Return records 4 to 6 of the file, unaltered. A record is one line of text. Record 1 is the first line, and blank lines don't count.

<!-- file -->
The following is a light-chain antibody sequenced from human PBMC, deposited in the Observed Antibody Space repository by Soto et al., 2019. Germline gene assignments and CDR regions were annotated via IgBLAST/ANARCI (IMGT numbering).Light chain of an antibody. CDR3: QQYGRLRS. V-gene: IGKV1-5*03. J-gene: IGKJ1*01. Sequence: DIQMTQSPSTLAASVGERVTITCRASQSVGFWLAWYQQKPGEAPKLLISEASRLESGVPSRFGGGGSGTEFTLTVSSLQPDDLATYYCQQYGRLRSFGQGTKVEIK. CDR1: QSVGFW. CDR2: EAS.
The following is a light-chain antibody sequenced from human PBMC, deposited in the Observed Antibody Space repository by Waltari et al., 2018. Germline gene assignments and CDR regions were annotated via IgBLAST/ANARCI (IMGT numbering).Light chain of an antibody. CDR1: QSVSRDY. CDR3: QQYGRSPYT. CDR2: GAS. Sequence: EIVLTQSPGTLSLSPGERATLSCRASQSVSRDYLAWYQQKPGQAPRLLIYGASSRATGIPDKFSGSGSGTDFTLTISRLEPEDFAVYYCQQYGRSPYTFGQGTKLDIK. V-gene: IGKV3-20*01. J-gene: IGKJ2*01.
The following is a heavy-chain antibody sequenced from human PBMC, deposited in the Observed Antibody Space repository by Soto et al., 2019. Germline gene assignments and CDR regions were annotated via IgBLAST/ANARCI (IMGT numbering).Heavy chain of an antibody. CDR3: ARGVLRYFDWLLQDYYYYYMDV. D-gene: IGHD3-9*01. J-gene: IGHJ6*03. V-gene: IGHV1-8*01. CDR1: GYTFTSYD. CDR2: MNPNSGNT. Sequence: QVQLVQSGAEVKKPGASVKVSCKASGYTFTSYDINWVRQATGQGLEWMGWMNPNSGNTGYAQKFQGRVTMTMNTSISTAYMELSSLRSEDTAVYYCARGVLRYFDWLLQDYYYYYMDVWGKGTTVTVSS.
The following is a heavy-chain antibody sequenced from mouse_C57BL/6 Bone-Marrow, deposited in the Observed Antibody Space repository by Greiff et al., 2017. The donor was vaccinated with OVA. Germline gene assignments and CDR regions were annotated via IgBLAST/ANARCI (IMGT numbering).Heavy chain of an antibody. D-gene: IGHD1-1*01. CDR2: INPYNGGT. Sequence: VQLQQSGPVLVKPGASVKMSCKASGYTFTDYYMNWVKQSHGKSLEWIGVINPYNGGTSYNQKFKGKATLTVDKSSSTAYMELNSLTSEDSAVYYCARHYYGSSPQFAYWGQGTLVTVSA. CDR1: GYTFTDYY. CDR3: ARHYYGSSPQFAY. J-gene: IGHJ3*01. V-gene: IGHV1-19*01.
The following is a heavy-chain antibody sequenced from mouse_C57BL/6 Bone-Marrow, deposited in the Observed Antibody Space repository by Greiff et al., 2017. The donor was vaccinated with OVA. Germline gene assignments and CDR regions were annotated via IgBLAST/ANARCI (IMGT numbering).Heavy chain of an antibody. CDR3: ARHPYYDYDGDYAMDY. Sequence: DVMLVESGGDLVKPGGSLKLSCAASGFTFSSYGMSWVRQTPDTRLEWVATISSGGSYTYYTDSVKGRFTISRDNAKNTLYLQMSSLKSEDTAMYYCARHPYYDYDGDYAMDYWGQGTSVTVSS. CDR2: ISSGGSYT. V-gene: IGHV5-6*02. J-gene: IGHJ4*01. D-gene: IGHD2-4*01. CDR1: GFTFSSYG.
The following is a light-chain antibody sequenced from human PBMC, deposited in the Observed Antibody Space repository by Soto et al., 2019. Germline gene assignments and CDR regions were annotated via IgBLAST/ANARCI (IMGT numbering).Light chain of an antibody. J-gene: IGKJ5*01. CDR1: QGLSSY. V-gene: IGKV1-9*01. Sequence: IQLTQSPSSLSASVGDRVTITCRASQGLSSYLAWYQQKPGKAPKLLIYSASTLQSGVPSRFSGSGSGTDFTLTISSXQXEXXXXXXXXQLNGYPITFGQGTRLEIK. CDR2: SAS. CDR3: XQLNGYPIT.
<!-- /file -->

The following is a heavy-chain antibody sequenced from mouse_C57BL/6 Bone-Marrow, deposited in the Observed Antibody Space repository by Greiff et al., 2017. The donor was vaccinated with OVA. Germline gene assignments and CDR regions were annotated via IgBLAST/ANARCI (IMGT numbering).Heavy chain of an antibody. D-gene: IGHD1-1*01. CDR2: INPYNGGT. Sequence: VQLQQSGPVLVKPGASVKMSCKASGYTFTDYYMNWVKQSHGKSLEWIGVINPYNGGTSYNQKFKGKATLTVDKSSSTAYMELNSLTSEDSAVYYCARHYYGSSPQFAYWGQGTLVTVSA. CDR1: GYTFTDYY. CDR3: ARHYYGSSPQFAY. J-gene: IGHJ3*01. V-gene: IGHV1-19*01.
The following is a heavy-chain antibody sequenced from mouse_C57BL/6 Bone-Marrow, deposited in the Observed Antibody Space repository by Greiff et al., 2017. The donor was vaccinated with OVA. Germline gene assignments and CDR regions were annotated via IgBLAST/ANARCI (IMGT numbering).Heavy chain of an antibody. CDR3: ARHPYYDYDGDYAMDY. Sequence: DVMLVESGGDLVKPGGSLKLSCAASGFTFSSYGMSWVRQTPDTRLEWVATISSGGSYTYYTDSVKGRFTISRDNAKNTLYLQMSSLKSEDTAMYYCARHPYYDYDGDYAMDYWGQGTSVTVSS. CDR2: ISSGGSYT. V-gene: IGHV5-6*02. J-gene: IGHJ4*01. D-gene: IGHD2-4*01. CDR1: GFTFSSYG.
The following is a light-chain antibody sequenced from human PBMC, deposited in the Observed Antibody Space repository by Soto et al., 2019. Germline gene assignments and CDR regions were annotated via IgBLAST/ANARCI (IMGT numbering).Light chain of an antibody. J-gene: IGKJ5*01. CDR1: QGLSSY. V-gene: IGKV1-9*01. Sequence: IQLTQSPSSLSASVGDRVTITCRASQGLSSYLAWYQQKPGKAPKLLIYSASTLQSGVPSRFSGSGSGTDFTLTISSXQXEXXXXXXXXQLNGYPITFGQGTRLEIK. CDR2: SAS. CDR3: XQLNGYPIT.